Eddie Izzard is to decamp to France. The comedian known for his surreal skits and slinky skirts is to move to Paris for three months from next April to perform a one-man show in French. Izzard said the project reflected his support for greater European unity.
"I want to play for the French," he told The Independent. "I'm very positive on European politics and I'm putting my money where my mouth is. We just need to be a big melting-pot because we are all the same humans around the world."
The Paris residency will involve Izzard performing a French version of last year's show Stripped for six nights a week for 12 weeks. "I suppose it will be called Sans Vetements, or I might call it by the French slang name for Stripped."
The flamboyant comic is known for setting himself demanding challenges, such as running 43 marathons in 51 days last year for the charity Sport Relief. "I will do about two-and-a-half weeks of previews, then I'll do a press night and after two months I should be doing stuff that really is – if not like a French guy doing it – something that is entertaining and that any French speaker can hopefully get," he said.
In spite of calls for a European referendum in Britain, Izzard claimed not to be angered by Eurosceptics. "I think it's understandable if you look at history," he said. "We were Mercia and Wessex and the east Saxons and someone said there should be one England ("Oh no, surely not") and there were England-sceptics at that time and pro-Mercians and those that said we can't have Cornwall separating off. Then we came together. It's what we do as humans to try to get to a place where we can have a fairer world for everyone."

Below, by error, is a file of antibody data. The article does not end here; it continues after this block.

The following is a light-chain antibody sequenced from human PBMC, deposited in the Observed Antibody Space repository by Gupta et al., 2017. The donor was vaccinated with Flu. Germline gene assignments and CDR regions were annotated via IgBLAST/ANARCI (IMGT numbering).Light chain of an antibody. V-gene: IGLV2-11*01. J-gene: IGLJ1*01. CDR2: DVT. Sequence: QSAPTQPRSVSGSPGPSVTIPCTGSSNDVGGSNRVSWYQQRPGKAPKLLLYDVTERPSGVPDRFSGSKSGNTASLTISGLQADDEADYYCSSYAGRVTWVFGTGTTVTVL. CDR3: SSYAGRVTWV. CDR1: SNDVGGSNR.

Izzard, 48, made his first attempts at performing in French more than a decade ago and some of his early efforts are featured in Believe, an Emmy-nominated biographical film released as a DVD next week. In the film, Izzard is shown bravely trying to win over a Paris club audience in Franglais. He will prepare for his residency with intense French tuition. "I did two weeks of gigs 10 years ago and I haven't been back," he said. "This time I'm going for three months. I've got management but it's very difficult to persuade anyone to help me in Paris because they were saying this isn't going to work. It's like a play sitting down. I'm just going to stay in Paris, playing six gigs a week for three months."
If the project is a success, Izzard, furthering his Europhile credentials, will attempt to perform in German for the Germans. "The point is that if Paris works then it means the others can work," he said. "People say there's a French sense of humour but that I don't believe. I just believe there is mainstream and alternative humour in every country. I'm going to do this and when I do it the floodgates will open." It could be something of a trend. Another British comedian, Al Murray, recently took his Little Englander alter ego the Pub Landlord to the ski resort of Meribel and performed his act in his brushed-up GCSE French.
Izzard has broader linguistic ambitions. Born in Aden in Yemen to ex-patriate parents, he hankers to learn Arabic. "You could go to Lebanon and do gigs in English, French or Arabic," he said.